European creatives who look to London for leadership. He says: ’It may

be that a lot of UK agencies think they don’t need it, but in

continental Europe they’re crying out for it.’



But even if his classrooms are full, some doubt that creativity is

something you can teach. Al Young, creative director at HHCL & Partners,

is unconvinced by what Collister will be offering. He says: ’The only

golden rule in advertising is that there is no golden rule,’ a belief

which makes Young conclude that there is little to teach. He fears that

such a course ’can be very conservative and reinforce tradition’. He

says creative work is an attitude rather than a learned skill and that

the advertising industry already suffers from a ’culture of

competence’.



But others are more positive. Moira says: ’You can do stretching

exercises, lateral thinking exercises. There are ways to get creativity

into focus.’ Mellors adds: ’You can encourage people to open up their

minds.’



Mellors is also convinced that Collister is the right man for the job:

’He’s a good writer and creative director so he knows how to lead ideas

out of people. He’s not egomaniacal - he can put himself in other

people’s boots.’



Most agree that there is a need for training. Mellors says he sees

Collister in ’the mould of John Gillard’. Gillard ran the highly

regarded School of Communication Arts, which trained art directors until

it closed in 1995. Its closure left a training gap, which many believe

is still unfilled.



Adam Kean, creative director of Wieden & Kennedy, says: ’Everyone’s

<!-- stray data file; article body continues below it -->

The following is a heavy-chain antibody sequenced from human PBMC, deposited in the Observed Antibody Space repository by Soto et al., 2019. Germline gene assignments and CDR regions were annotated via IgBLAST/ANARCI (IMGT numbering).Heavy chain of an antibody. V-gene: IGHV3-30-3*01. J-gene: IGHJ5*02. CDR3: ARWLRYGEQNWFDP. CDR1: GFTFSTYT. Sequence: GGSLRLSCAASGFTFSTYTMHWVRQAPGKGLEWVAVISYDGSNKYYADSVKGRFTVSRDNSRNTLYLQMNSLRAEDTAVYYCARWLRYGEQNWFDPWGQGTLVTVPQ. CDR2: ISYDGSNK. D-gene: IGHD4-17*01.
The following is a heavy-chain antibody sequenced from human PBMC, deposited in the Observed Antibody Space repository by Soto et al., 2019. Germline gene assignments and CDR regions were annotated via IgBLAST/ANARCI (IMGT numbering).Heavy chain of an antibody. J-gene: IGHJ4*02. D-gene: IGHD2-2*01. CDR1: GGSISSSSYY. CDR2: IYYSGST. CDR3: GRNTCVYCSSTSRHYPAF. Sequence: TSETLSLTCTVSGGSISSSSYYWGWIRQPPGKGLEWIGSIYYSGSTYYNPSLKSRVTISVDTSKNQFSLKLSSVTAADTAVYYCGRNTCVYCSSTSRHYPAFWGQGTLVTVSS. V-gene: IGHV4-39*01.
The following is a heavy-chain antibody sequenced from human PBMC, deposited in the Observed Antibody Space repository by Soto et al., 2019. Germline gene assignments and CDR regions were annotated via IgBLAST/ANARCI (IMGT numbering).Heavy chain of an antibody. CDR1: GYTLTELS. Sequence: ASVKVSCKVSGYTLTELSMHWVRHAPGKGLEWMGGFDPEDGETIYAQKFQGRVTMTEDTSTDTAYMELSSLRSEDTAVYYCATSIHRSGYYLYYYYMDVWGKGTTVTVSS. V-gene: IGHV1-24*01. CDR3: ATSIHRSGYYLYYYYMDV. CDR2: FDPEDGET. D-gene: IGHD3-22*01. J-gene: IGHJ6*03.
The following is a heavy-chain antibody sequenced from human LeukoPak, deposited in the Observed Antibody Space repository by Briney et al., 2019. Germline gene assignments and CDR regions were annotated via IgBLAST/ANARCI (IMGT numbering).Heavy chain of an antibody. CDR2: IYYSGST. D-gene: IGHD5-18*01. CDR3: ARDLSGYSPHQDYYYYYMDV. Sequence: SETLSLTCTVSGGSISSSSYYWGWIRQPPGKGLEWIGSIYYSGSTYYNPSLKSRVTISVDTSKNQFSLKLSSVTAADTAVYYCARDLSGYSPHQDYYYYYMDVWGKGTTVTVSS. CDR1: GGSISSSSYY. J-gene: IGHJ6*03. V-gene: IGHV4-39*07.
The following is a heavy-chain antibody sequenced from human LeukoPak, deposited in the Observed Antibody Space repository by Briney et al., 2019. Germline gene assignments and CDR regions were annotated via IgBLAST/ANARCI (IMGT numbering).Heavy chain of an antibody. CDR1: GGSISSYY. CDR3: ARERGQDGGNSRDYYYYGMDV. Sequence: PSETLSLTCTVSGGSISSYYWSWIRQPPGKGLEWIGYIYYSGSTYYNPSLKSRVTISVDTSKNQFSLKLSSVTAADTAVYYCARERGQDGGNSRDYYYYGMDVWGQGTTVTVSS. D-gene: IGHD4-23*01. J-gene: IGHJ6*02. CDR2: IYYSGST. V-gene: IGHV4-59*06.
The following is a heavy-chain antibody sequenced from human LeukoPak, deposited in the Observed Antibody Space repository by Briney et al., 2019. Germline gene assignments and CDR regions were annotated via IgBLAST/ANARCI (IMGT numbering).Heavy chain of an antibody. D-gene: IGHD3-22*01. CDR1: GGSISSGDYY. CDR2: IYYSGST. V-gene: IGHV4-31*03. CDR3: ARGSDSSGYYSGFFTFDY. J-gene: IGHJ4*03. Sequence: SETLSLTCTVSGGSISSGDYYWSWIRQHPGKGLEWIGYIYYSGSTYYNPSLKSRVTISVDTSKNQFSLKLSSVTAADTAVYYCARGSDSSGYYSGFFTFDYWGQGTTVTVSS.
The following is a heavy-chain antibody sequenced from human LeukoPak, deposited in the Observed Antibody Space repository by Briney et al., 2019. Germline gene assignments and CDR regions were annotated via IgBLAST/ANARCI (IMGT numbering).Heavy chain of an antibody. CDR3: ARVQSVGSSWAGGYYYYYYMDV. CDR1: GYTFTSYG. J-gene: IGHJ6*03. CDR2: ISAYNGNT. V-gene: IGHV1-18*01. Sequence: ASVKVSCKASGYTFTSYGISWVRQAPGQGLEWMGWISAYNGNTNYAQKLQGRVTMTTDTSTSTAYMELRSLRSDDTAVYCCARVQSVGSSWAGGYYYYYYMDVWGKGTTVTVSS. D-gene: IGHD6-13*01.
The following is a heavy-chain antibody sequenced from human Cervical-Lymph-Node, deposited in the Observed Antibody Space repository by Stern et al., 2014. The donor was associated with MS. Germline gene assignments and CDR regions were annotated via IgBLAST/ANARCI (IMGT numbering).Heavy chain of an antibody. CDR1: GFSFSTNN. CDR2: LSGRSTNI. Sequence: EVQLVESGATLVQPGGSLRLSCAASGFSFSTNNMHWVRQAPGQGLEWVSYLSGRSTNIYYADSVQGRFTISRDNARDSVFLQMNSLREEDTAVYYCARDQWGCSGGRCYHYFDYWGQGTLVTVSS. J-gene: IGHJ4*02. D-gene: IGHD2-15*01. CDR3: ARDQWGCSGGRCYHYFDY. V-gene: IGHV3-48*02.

crying out for training. There seems to be a desire for this sort of

thing. You can help people find it in themselves. It may not be a

revelation but it is worth stating some basic truths every now and

again.’ Moira adds: ’There is a need and Patrick is well qualified to

fulfil it.’



Almost everyone believes that training clients to understand the

creative process - another of Collister’s courses - is a good idea.



It is a subject at the centre of Winston Fletcher’s book, Tantrums and

Talent, which aims to teach businessmen how to work with creatives.



The book opens with a quote from Sir Denis Forman, former chairman of

Granada Television: ’There is an unbridgeable gap between the logic of

business management and the laws of the creative world.’



Fletcher says: ’There needs to be more understanding. Clients would say

it’s the job of the creatives to understand them. But clients want

effective advertising, so it’s in their interest to understand creatives

and maximise their creativity.’



The advertising industry is still in the relatively early stages of

evolution; it wasn’t that long ago that poets were shipped in to write

copy. As the industry becomes increasingly corporate the role of the

tantrum-prone creative is likely to diminish and practical courses such

as Collister’s should have more of a role to play.